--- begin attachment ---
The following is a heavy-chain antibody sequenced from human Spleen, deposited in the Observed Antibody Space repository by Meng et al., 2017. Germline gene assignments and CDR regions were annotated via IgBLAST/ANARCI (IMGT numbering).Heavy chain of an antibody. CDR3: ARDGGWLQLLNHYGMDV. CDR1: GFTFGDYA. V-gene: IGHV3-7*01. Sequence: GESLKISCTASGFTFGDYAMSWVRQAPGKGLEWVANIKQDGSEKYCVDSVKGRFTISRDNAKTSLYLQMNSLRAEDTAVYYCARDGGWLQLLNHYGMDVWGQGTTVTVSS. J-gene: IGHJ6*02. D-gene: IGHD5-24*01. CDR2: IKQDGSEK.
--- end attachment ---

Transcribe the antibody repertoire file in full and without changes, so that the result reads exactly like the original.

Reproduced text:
The following is a heavy-chain antibody sequenced from human Spleen, deposited in the Observed Antibody Space repository by Meng et al., 2017. Germline gene assignments and CDR regions were annotated via IgBLAST/ANARCI (IMGT numbering).Heavy chain of an antibody. CDR3: ARDGGWLQLLNHYGMDV. CDR1: GFTFGDYA. V-gene: IGHV3-7*01. Sequence: GESLKISCTASGFTFGDYAMSWVRQAPGKGLEWVANIKQDGSEKYCVDSVKGRFTISRDNAKTSLYLQMNSLRAEDTAVYYCARDGGWLQLLNHYGMDVWGQGTTVTVSS. J-gene: IGHJ6*02. D-gene: IGHD5-24*01. CDR2: IKQDGSEK.